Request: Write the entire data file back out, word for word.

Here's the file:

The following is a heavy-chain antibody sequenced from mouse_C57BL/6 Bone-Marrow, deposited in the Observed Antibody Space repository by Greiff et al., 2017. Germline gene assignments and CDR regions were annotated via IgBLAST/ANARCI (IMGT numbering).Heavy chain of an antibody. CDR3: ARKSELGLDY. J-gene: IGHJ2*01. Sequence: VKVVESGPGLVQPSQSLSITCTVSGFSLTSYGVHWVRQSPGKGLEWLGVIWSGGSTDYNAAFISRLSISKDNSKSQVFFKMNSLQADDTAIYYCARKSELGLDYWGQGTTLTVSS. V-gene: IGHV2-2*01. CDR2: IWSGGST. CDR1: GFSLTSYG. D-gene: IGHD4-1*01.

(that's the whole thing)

The following is a heavy-chain antibody sequenced from mouse_C57BL/6 Bone-Marrow, deposited in the Observed Antibody Space repository by Greiff et al., 2017. Germline gene assignments and CDR regions were annotated via IgBLAST/ANARCI (IMGT numbering).Heavy chain of an antibody. CDR3: ARKSELGLDY. J-gene: IGHJ2*01. Sequence: VKVVESGPGLVQPSQSLSITCTVSGFSLTSYGVHWVRQSPGKGLEWLGVIWSGGSTDYNAAFISRLSISKDNSKSQVFFKMNSLQADDTAIYYCARKSELGLDYWGQGTTLTVSS. V-gene: IGHV2-2*01. CDR2: IWSGGST. CDR1: GFSLTSYG. D-gene: IGHD4-1*01.